- Trey Gowdy said classified documents from the Russia probe contain information that is “embarrassing” for former CIA Director John Brennan, the FBI, and Justice Department.
- Gowdy made the remarks during an interview Thursday. By Friday, President Donald Trump reneged on an order to declassify a slew of documents from the investigation.
- Gowdy also teased documents related to George Papadopoulos, the former Trump adviser who allegedly sparked the FBI’s investigation.
South Carolina Republican Rep. Trey Gowdy said the information in a batch of Russia investigation documents that President Donald Trump was considering for declassification will prove “embarrassing” for the Department of Justice, FBI, and former CIA Director John Brennan.
Gowdy made the remarks in an interview with Fox News on Thursday. The next day, President Donald Trump retracted his order to the Justice Department to declassify and release the documents. But the Republican left open the possibility that the records could be released down the road.
But Gowdy, the chairman of the House Oversight and Government Reform Committee, provided a preview of what to expect from the documents if they are eventually released.
“I’ve read it. Some of it’s embarrassing for the Department of Justice — some of it’s embarrassing for the FBI. Embarrassment is not a reason to classify something,” said Gowdy. “A lot of it should be embarrassing to John Brennan, and maybe therein lies why he is so adamant that this information not be released.”
Brennan suggested Tuesday on MSNBC’s “Andrea Mitchell Reports” that government officials resign rather than comply with Trump’s directive to release the records. Brennan, who now serves as an MSNBC contributor, has been a vocal critic of Trump’s over the past year. Trump recently responded by ordering Brennan’s security clearance revoked. Gowdy criticized Brennan, saying the Obama appointee is “part of the reason we are in this historic conundrum.” He did not describe what information in the classified documents will embarrass Brennan and other government officials. But as CIA director, Brennan was directly involved in gathering and sharing intelligence used to investigate whether members of the Trump campaign colluded with the Russian government.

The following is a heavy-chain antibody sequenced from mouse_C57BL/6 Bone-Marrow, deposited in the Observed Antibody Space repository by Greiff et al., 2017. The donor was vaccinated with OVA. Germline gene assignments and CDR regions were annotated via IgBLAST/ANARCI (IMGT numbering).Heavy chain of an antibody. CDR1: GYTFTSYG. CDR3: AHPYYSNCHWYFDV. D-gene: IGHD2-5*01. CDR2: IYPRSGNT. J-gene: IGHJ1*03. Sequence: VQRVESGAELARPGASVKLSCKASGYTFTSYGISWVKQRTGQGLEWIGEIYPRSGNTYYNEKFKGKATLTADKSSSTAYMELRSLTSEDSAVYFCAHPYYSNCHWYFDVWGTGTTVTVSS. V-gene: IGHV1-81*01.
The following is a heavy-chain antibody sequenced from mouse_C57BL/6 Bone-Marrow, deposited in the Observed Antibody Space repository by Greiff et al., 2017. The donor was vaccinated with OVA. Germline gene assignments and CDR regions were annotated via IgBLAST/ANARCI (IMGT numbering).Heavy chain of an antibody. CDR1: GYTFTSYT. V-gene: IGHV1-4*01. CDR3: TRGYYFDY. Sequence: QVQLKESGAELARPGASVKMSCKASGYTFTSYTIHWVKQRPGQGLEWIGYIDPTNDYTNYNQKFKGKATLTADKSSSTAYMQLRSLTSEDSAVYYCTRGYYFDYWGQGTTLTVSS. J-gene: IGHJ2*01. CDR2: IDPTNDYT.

The documents in question are related to Foreign Intelligence Surveillance Act (FISA) warrants obtained against former Trump campaign adviser Carter Page as well as FBI notes of interviews used to obtain the warrants.
Trump also ordered the declassification of FBI notes of interviews with Bruce Ohr, the Justice Department official who met numerous times with Christopher Steele, the author of the infamous dossier.
The FBI relied heavily on the unverified dossier to obtain four FISA warrants against Page.
Gowdy, who has read the classified reports, said the information is not going to put national security at risk, as Brennan and other former and current intelligence community officials have argued.
“I don’t think it’s going to change anyone’s mind, but I’ve seen nothing in it that is going to jeopardize the national security interest of this country,” he said.
“Other than one document related to George Papadopoulos, I don’t think people are going to be that interested in it. And I don’t think any minds are going to be changed,” he continued.
The FBI opened its investigation into possible campaign collusion in July 2016 based on information about Papadopoulos, a former Trump campaign adviser.
An Australian diplomat named Alexander Downer said during a May 10, 2016, meeting in London, Papadopoulos told him the Russian government may use derogatory information about Hillary Clinton in the campaign.
Two weeks earlier, Papadopoulos met with a Maltese professor named Joseph Mifsud who told him he had learned that Russians had “dirt” on Clinton in the form of “thousands” of her emails.
Papadopoulos has been sentenced to 14 days in jail for lying to the FBI about the timing of his meetings with Mifsud. But he has denied colluding with Russia and of seeing, handling or disseminating any emails.